A surge in the value of bitcoin has been accompanied by a rise in the risk of phishing attacks against the cryptocurrency ecosystem.
Steganography continues to be an incredibly versatile and effective method for obscuring or hiding information in plain sight.
A new set of bitcoin malware attacks known as CryptoShuffler generates income for fraudsters by infecting device clipboards to replace wallet IDs.
Blockchain technology depends on mutual trust between human participants, each of whom represents a potential weakness in the chain.
Security researchers discovered that roughly half a billion people visit websites that secretly run cryptocurrency mining scripts every month.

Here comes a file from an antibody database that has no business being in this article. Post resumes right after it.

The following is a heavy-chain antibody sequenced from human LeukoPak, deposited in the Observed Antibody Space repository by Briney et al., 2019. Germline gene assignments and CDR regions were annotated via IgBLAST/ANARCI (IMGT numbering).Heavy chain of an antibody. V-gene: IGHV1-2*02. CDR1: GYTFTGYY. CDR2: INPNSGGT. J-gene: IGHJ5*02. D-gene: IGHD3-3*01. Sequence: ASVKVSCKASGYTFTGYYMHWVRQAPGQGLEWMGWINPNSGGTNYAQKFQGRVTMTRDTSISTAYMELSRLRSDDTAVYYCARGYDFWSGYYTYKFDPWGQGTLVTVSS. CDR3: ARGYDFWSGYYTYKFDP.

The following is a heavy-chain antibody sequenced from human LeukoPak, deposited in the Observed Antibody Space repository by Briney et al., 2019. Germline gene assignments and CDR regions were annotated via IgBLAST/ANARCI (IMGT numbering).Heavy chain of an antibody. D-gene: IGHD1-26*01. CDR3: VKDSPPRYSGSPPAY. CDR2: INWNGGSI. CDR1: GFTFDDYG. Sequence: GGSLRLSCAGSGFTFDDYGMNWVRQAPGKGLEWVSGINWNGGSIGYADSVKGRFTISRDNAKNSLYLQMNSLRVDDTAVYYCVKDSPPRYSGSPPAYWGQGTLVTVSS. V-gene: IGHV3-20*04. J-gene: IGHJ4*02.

Cryptocurrencies such as bitcoin are becoming more popular, but that means cybercriminals are embracing the potential of cryptocurrency as well.
Security researchers reported that threat actors have been targeting vulnerable servers to mine for cryptocurrency since about May 2017.
Blockchain technology enables all participants in a transaction to validate whether the assets involved have been altered or tampered with.
IBM Managed Security Services (MSS) detected a sixfold increase in attacks involving embedded CPU mining tools between January and August 2017.
Threat actors are reviving exploit kits to deliver cryptocurrency miners through malvertising campaigns. The Neptune exploit kit mines for Monero.